The imagination and language blew me away.
Through the Looking Glass, though they're by the same author.
Not as good, in comparison to Benjamin Button, which was by far a better performance.
Curiousity Killed the Cat
Tyrion, the Halfman!
The Battle of King's Landing
I love his manner and tone he gives, and his love and life of each performance.
Laugh, usually at funny lines or at ironic parts.
An epic tale of revelry, vengeance, warfare, deceit, power, and death. This book starts seconds after the first, immediately driving the reader back into the Song of Ice and Fire mythos that the first book delivered. Overall, I felt the book was written very well. George R.R. Martin loves to end each chapter on a cliffhanger, and loves to drive his audience to different ends of the book. We get to learn more about the pasts of several characters in the Game of Thrones that we hadn't known about prior, see the cunning wit of Tyrion, or the honor-bound Jon, or new Mother of Dragons. We even get to see through Theon (who I have no care for) and a new character to boot. While I didn't find it as overwhelmingly grand and impeccably told as the first book, I found this one to be a different creature all together, and it told a tale worth telling. There are clear points of displeasure that I found in the book, like the overabundance of meaningless sex scenes, dreams, and food descriptions, it still didn't deter the overall story and the grand scheme of things. Just little notes. Some of the dreams placed real highly in the point of the book, such as the direwolve dreams, or Tyrion and Catelyn's recounts of past times. I would recommend to any that like mediaeval fantasy and adventure stories, though I will account that this novel is almost no good without its companion of the first, and could clearly not be a standalone novel. If one was willing to follow the full of the adventure, that it would be worth reading it at least once.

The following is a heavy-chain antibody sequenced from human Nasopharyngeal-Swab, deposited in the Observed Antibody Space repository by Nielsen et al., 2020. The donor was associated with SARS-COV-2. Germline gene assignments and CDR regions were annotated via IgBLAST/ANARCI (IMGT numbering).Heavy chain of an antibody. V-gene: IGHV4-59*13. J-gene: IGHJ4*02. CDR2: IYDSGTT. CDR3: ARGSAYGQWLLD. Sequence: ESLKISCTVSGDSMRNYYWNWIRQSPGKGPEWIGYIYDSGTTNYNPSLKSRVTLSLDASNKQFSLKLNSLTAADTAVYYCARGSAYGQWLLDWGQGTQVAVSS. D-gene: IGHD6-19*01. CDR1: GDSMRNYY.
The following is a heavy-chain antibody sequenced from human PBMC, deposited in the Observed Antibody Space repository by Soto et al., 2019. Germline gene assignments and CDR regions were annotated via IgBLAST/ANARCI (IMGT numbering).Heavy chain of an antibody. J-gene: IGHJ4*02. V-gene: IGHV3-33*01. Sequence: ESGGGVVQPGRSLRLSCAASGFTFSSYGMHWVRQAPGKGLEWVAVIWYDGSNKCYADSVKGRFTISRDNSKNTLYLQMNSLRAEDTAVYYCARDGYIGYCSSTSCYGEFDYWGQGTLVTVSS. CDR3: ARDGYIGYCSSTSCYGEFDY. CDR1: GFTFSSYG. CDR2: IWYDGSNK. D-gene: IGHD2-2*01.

I honestly liked the sound and honest enthusiasm the reader placed in this book. Very well done.
Ben's dad was an interesting character, and he kept me invested in his son.
The child acting general.
It's been done.
I would recommend the book to a fantasy reader, but only if they truly care about the series. It's not worth picking up outside of the story.
Less repetition of useless details, and much less about Oba, the Oaf. His character is terrible, and the story drives a stake in itself. I got very tired of hearing invincible.
Simple and kind voice. A little monotone, but it was fine.
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